County supervisors, citing a number of worrisome scientific studies, placed a 30-day ban on the use of glyphosate, a controversial herbicide used on county lands, until they figure out its impact on people.
On Tuesday, the Los Angeles County Board of Supervisors approved a motion by Supervisors Kathryn Barger and Sheila Kuehl directing county departments to stop using the herbicide until a full investigation is done to determine whether the chemical is appropriate for use by the county, based on potential environmental and health impacts.
“I am asking county departments to stop the use of herbicide until public health and environmental professionals can determine if it’s safe for further use in L.A. County and explore alternative methods for vegetation management,” Barger said.
The use of glyphosate, a main ingredient in the herbicide brand called “Roundup,” is a well-known and effective weed abatement method used by many public and private entities.
“In a 2015 study led by 17 experts from 11 countries, the World Health Agency’s International Agency for Research on Cancer concluded that glyphosate should be classified as ‘probably carcinogenic to humans,’” Supervisor Sheila Kuehl said.
“That conclusion makes it imperative that we question any long-term use of this controversial herbicide, and that’s exactly what this motion calls for.”
The Department of Public Works, in conjunction with Public Health, Parks and Recreation, Beaches and Harbors, and the Agricultural Commission, will study the issue and report back to the board with findings and alternatives within 30 days.
County departments contract with the county agricultural commissioner and the Department of Weights and Measures to perform their spraying routines, according to information supplied by Barger and Kuehl in their notes to fellow supervisors.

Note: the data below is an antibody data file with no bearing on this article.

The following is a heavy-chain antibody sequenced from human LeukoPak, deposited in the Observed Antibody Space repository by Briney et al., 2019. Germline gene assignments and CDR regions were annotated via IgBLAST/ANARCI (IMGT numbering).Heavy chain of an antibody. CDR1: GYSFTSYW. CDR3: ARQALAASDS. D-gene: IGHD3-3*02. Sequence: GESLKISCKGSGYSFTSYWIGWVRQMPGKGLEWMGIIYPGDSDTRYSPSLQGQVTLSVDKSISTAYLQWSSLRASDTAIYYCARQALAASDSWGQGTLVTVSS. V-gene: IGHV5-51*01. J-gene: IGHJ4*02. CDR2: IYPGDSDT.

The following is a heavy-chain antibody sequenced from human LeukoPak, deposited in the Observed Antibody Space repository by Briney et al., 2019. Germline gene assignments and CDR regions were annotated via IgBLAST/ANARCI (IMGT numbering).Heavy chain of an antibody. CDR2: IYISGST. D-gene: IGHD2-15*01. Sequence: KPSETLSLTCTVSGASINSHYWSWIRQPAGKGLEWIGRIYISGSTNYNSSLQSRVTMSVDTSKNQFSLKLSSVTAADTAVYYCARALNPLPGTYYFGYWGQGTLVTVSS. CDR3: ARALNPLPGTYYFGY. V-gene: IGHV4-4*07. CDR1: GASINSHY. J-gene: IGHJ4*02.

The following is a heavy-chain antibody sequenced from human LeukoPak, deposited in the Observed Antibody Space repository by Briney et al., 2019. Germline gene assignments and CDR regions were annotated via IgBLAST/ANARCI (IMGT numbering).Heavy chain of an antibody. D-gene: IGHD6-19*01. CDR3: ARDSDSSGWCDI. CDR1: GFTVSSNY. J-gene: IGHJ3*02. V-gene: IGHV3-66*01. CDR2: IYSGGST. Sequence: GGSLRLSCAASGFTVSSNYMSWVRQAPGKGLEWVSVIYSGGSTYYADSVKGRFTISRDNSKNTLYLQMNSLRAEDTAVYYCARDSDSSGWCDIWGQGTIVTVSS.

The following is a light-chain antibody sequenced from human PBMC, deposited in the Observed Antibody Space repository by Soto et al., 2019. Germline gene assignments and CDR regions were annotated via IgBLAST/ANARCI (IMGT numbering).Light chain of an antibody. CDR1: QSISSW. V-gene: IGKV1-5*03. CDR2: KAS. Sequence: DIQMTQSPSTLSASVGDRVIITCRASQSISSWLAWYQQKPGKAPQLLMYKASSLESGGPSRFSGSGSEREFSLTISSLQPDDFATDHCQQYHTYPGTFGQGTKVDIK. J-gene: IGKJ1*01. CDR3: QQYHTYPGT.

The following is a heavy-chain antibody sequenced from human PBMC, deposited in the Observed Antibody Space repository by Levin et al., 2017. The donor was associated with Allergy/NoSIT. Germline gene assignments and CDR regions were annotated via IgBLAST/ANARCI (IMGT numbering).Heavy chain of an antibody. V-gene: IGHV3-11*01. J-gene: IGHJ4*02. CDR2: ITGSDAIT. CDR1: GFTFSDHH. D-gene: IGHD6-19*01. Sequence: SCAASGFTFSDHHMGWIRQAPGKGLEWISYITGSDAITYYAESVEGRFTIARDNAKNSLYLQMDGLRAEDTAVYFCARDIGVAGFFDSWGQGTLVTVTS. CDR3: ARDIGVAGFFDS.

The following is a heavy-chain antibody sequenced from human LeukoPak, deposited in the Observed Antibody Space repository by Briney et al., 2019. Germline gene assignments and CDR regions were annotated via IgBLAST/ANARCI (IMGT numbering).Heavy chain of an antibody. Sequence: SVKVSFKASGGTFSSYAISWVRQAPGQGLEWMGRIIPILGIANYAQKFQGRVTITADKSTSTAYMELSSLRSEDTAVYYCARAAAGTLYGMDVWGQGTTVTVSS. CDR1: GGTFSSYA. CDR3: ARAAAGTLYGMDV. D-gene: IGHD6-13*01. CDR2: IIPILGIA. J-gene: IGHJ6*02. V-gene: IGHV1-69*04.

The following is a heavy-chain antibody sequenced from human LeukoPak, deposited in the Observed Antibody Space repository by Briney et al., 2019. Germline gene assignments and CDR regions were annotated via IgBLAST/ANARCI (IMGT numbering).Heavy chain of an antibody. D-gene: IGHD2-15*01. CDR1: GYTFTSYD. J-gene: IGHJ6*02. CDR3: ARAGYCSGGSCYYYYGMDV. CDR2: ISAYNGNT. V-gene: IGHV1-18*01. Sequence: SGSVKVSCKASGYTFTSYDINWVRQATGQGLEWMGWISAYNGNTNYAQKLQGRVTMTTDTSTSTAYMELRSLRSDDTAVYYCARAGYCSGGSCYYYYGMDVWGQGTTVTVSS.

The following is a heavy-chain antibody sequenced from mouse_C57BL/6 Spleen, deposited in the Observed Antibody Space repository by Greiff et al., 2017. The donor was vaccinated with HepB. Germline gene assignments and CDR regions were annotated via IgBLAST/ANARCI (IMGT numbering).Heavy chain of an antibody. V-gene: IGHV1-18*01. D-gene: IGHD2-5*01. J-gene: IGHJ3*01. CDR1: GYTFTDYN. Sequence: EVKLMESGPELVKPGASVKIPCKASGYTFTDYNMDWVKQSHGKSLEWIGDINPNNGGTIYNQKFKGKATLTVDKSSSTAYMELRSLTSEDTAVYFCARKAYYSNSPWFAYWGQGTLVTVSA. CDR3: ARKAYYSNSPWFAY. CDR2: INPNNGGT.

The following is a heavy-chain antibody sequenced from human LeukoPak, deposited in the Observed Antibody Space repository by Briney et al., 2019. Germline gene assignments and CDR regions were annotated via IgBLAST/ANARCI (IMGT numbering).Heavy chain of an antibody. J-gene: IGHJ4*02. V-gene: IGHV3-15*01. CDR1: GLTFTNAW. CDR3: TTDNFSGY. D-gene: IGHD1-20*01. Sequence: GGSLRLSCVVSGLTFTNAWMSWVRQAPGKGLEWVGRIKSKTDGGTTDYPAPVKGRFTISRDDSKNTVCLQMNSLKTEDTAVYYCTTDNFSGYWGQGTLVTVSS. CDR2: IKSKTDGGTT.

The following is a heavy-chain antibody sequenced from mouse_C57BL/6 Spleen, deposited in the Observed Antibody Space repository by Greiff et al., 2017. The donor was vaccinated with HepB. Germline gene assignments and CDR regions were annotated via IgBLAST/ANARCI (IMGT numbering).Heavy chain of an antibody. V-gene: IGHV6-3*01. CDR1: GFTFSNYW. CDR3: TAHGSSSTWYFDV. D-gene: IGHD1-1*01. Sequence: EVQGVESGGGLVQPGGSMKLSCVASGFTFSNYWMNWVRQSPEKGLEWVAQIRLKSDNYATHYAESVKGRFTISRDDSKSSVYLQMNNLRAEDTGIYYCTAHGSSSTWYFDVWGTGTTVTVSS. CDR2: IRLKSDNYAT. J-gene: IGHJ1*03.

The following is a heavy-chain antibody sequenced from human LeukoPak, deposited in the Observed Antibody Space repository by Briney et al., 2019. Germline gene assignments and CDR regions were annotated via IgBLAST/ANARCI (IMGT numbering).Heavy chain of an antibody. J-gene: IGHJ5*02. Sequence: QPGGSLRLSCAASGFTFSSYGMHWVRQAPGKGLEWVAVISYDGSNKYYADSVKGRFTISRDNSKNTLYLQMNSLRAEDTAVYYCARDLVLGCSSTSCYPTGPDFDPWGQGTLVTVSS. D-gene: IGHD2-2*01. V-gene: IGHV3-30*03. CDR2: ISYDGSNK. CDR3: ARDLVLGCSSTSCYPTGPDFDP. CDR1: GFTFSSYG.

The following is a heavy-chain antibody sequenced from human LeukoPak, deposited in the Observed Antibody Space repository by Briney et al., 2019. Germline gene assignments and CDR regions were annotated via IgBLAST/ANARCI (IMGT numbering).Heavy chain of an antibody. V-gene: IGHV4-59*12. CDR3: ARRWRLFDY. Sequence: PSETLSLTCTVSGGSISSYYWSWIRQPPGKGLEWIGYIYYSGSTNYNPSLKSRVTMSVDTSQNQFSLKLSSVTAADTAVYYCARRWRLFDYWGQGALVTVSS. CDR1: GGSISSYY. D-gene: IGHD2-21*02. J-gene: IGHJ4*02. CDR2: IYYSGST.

The agricultural commissioner serves as the principal regulator of herbicides and pesticides in the county.
Use of the herbicide must be done in full compliance with all federal and state regulations that govern them.
The agricultural commissioner operates under the Countywide Integrated Pest Management System and has established protocols for herbicide use.
Despite these controls, however, there is a growing body of scientific study around the safety of using herbicides and the ill effect it can have on human, animal and environmental health, both Barger and Kuehl point out in their notes to supervisors.
County residents who live near active application sites have shared deep concern about the use of glyphosate-based herbicides and have expressed dismay at the scale of which county departments utilize this method.
In closing out the documents explaining their call for a ban, Barger and Kuehl wrote:
“In the interest of public health, the board should temporarily ban the use of this herbicide until further research can be done to identify alternative methods for vegetation management and the safety can be reviewed by public health professionals.”
On Twitter @jamesarthurholt